John Roback, director of Emory University School of Medicine’s Center for Transfusion and Cellular Therapy, who wasn’t involved in the large national study, said its safety findings are encouraging. But controlled clinical trials are needed to evaluate the 14.9% mortality rate, he said. “The number may be lower or no worse than these patients would be expected to experience as a group. But you don’t know until you do the trials.”
Still, the findings could encourage families of sick patients to request convalescent plasma. Programs now exist all over the country to collect convalescent plasma from recovered Covid-19 patients.
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Moises Batista, age 61, received convalescent plasma as part of the compassionate-use program and says he is convinced the transfusions helped him. He said he started feeling sick after a double shift at his job as a correction officer at Sing Sing Correctional Facility in Ossining, N.Y. He had a fever and lost his sense of taste and smell; he spent more than a week at home in New York City, taking Tylenol and resting, but nothing helped. “I felt horrible. I was trembling,” he said.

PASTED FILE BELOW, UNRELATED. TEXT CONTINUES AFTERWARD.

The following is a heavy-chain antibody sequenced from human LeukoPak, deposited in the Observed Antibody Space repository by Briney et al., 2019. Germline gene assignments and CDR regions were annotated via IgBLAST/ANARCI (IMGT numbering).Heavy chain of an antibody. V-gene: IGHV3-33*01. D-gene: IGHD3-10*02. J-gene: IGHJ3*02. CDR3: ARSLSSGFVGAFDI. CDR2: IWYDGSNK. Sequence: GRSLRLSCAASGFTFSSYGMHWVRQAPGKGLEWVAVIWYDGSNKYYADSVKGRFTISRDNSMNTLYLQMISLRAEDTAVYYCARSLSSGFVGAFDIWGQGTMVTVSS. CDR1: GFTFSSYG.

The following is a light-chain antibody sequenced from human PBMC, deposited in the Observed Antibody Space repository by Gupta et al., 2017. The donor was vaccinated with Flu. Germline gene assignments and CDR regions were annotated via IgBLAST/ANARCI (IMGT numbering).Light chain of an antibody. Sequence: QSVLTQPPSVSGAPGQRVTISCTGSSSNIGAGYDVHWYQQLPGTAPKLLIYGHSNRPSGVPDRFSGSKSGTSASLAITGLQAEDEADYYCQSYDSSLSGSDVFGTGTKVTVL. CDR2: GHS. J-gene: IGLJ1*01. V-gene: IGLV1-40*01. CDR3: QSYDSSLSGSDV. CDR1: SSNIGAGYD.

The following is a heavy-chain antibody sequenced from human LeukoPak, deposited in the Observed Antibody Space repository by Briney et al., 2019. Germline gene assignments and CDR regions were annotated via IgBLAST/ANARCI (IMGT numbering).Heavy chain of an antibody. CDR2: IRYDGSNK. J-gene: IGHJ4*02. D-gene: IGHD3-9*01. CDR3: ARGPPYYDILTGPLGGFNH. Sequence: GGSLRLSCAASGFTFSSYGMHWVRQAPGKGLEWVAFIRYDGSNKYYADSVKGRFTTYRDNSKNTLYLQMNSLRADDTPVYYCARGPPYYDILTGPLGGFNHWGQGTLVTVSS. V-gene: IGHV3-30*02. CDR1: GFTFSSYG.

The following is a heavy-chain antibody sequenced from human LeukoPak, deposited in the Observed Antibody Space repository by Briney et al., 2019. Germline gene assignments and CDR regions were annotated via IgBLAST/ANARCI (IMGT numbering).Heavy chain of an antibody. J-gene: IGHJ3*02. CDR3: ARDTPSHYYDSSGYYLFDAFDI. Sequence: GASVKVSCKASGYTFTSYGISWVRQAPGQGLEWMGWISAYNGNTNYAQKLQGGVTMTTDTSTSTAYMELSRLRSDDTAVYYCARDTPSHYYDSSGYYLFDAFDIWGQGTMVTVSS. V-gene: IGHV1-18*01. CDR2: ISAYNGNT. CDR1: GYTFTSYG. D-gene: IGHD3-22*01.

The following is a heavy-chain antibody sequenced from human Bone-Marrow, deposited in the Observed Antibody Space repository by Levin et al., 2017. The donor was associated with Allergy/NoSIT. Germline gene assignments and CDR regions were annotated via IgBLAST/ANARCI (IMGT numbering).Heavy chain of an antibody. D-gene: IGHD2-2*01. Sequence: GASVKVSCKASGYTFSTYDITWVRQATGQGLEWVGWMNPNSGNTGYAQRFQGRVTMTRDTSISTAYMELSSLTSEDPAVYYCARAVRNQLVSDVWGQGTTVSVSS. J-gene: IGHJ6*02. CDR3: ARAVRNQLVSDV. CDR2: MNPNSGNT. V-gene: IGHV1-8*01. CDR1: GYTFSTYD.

Mr. Batista’s 25-year-old son came to visit and was surprised to learn his father had not eaten in days. He called an ambulance. Mr. Batista was admitted to Mount Sinai Morningside “with obvious Covid,” according to John Puskas, chairman of cardiovascular surgery at Mount Sinai Morningside, who was on call the night Mr. Batista arrived.